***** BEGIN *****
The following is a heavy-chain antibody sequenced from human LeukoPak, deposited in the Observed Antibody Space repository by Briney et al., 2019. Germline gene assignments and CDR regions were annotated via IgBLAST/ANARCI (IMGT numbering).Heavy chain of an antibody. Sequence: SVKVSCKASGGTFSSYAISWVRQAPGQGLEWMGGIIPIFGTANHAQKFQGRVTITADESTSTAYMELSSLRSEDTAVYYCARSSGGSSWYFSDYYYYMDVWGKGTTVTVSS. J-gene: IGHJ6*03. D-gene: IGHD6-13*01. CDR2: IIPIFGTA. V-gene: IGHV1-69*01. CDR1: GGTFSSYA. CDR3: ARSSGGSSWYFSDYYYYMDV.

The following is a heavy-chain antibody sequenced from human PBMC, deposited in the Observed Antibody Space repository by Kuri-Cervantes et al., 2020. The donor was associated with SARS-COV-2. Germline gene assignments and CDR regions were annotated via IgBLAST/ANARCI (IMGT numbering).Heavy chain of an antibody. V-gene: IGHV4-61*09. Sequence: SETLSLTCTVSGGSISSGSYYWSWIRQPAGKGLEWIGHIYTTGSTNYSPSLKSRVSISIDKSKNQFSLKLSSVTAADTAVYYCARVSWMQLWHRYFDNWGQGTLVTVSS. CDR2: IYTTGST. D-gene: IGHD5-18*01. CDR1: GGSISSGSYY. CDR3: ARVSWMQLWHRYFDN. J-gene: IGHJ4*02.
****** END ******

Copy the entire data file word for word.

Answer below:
The following is a heavy-chain antibody sequenced from human LeukoPak, deposited in the Observed Antibody Space repository by Briney et al., 2019. Germline gene assignments and CDR regions were annotated via IgBLAST/ANARCI (IMGT numbering).Heavy chain of an antibody. Sequence: SVKVSCKASGGTFSSYAISWVRQAPGQGLEWMGGIIPIFGTANHAQKFQGRVTITADESTSTAYMELSSLRSEDTAVYYCARSSGGSSWYFSDYYYYMDVWGKGTTVTVSS. J-gene: IGHJ6*03. D-gene: IGHD6-13*01. CDR2: IIPIFGTA. V-gene: IGHV1-69*01. CDR1: GGTFSSYA. CDR3: ARSSGGSSWYFSDYYYYMDV.

The following is a heavy-chain antibody sequenced from human PBMC, deposited in the Observed Antibody Space repository by Kuri-Cervantes et al., 2020. The donor was associated with SARS-COV-2. Germline gene assignments and CDR regions were annotated via IgBLAST/ANARCI (IMGT numbering).Heavy chain of an antibody. V-gene: IGHV4-61*09. Sequence: SETLSLTCTVSGGSISSGSYYWSWIRQPAGKGLEWIGHIYTTGSTNYSPSLKSRVSISIDKSKNQFSLKLSSVTAADTAVYYCARVSWMQLWHRYFDNWGQGTLVTVSS. CDR2: IYTTGST. D-gene: IGHD5-18*01. CDR1: GGSISSGSYY. CDR3: ARVSWMQLWHRYFDN. J-gene: IGHJ4*02.